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Jane Castor, David Straz tangle over needs of Tampa's black community

Former Tampa police chief Jane Castor, left, faces retired banker and philanthropist David Straz in the April 23 runoff election to become Tampa’s next mayor. [Times files]
Former Tampa police chief Jane Castor, left, faces retired banker and philanthropist David Straz in the April 23 runoff election to become Tampa’s next mayor. [Times files]
Published Mar. 14, 2019

TAMPA — The first mayoral face-off since the race came down to Jane Castor vs. David Straz took place in a historic West Tampa library. It was anything but quiet.

Emotions ran high during Thursday night's 56-minute forum between the supporters of both candidates. There was also occasional heckling from the crowd and one incident cleared some of the room and necessitated a brief pause.

FROM THE TAMPA BAY TIMES: Complete Guide to Tampa's 2019 mayor's race.

THE RUNOFF: Jane Castor will face David Straz in April 23 runoff for Tampa mayor

THE DEBATES: David Straz agrees to three debates. Jane Castor wants at least five more.

The stage was set earlier in the day, when Straz agreed to participate in the forum, organized by the Hillsborough County Democratic Black Caucus, and three other debates on TV and radio leading up to the April 23 election.

The self-proclaimed 76-year-old underdog and philanthropist arrived at the West Tampa Branch Library ready to tussle with Castor, the 59-year-old former police chief who tripled his vote count in the March 5 election.

But Straz missed at least 10 candidate forums leading up to the election and has already missed one appearance with Castor. He plans to skip Friday's debate in front of the Tampa Tiger Bay Club, too.

In their first head-to-head meeting, racial profiling, "biking while black" and a City Hall culture that ignores minority communities and businesses were foremost on the agenda.

Castor again apologized for the Tampa Police Department disproportionately citing black bicyclists for minor infractions during her tenure as police chief, a disparity first reported by the Tampa Bay Times in 2015.

Then Straz seized on his outsider status and said he could do better.

"I didn't do it," he said to the cheers of dozens of his supporters. He vowed to tell his police chief if elected that "there will be no more of this stuff in East Tampa."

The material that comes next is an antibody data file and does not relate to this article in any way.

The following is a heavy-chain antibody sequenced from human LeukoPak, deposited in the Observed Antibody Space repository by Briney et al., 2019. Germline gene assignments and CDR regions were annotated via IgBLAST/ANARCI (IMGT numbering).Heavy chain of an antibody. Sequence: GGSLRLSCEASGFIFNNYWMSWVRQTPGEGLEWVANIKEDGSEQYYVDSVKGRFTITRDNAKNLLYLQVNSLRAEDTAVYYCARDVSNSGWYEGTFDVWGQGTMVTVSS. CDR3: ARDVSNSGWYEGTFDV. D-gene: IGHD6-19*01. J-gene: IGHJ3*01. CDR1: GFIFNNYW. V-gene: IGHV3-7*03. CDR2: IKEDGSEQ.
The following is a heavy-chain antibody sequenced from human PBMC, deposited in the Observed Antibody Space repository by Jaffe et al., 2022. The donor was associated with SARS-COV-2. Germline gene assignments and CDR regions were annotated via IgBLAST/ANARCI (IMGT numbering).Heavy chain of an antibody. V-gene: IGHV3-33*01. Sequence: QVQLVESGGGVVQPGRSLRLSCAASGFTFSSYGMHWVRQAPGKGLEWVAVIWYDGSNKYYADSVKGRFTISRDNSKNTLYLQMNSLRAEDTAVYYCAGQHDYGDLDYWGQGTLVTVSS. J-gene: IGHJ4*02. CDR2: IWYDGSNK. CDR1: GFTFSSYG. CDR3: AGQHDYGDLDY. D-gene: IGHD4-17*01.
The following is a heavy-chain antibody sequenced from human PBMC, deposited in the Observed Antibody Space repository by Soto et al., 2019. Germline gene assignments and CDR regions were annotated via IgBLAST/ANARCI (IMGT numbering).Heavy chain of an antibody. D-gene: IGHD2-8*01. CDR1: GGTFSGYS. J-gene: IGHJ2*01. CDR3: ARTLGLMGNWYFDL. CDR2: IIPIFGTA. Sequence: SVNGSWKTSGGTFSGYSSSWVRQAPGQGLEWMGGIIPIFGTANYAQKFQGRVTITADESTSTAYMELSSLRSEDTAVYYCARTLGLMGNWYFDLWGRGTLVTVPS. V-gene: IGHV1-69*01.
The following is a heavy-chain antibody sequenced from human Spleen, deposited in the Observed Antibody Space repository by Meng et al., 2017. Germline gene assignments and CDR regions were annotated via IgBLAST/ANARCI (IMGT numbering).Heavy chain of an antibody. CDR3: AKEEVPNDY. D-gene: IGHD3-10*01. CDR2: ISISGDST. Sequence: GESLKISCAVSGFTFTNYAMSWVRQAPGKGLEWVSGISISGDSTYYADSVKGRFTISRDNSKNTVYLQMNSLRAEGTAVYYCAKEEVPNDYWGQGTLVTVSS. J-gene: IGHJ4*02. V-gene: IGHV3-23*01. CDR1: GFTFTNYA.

PREVIOUS COVERAGE: David Straz has yet to commit to any mayoral debates. The first one is Monday

Castor rarely took the bait, although she occasionally flashed her irritation. When Straz said he would order Tampa police to stop making marijuana-related arrests, Castor noted that city had already decriminalized small amounts of the drug several years ago.

"That's been taken care of," she said. "So you don't have to worry about that, Mr. Straz."

And when Straz reiterated his apology for voting for President Donald Trump in 2016, Castor replied succinctly:

"I did not vote for Donald Trump."

Straz did not retreat. He criticized Castor's acceptance of campaign contributions from Domain Homes, a builder whose development in East Tampa has rankled some residents as unaffordable and aimed at newcomers, not residents. And he repeated his long-standing campaign theme that minority communities have been mistreated in Tampa.

"What's happened in the black community is simply not right," he said.

Most of the questions revolved around issues important to the city black community, which comprises about one-quarter of the population. Both Castor and Straz vowed to increase the percentage of city contracts awarded to black-owned businesses. However, both avoided naming a specific percentage that would be awarded, which was part of the question asked by moderator Ella Coffee.

Both candidates also said the city's municipal workforce needs to become more diverse, and both vowed to step up efforts to build more affordable housing and slow the speed of gentrification in poorer, minority neighborhoods.

Instead of substance, it was often tone that separated Castor and Straz, which was highlighted by their responses when asked how to mend distrust between City Hall and the black community.

"It's a good question, but I'm not the one to ask it to," Straz said. "I simply will not allow these things to happen."

Straz also promised to make sure the police chief reports to the mayor.

"The police chief has always reported to the mayor," Castor replied.

"That's the problem," Straz said.

"That's the problem?" Castor said, pausing while looking quizzically at the retired banker. "The relationships in our community aren't perfect, but they are good.

"And what it comes down to: a relationship — whether it's personal, whether it's professional, is communication."

Castor emphasized her 31-year career as a police officer, culminating in her tenure as chief from 2009 to 2015. She also displayed knowledge of city contracts and housing incentives that Straz himself admitted he needed to bone up on.

Straz highlighted his business experience and financial acumen and boasted of his relationship with former New York City mayor Michael Bloomberg, who he said he was going to meet with there next week. He vowed to get Tampa the support from Bloomberg's philanthropic foundation that was awarded to St. Petersburg last year.

Straz boasted of his connections. Most don't have access to powerful people like Bloomberg, Straz said, but added: "I do."

The two candidates likely won't faces each other again until April, when their televised debates are set to start.

Contact Charlie Frago at or (727)893-8459. Follow@CharlieFrago.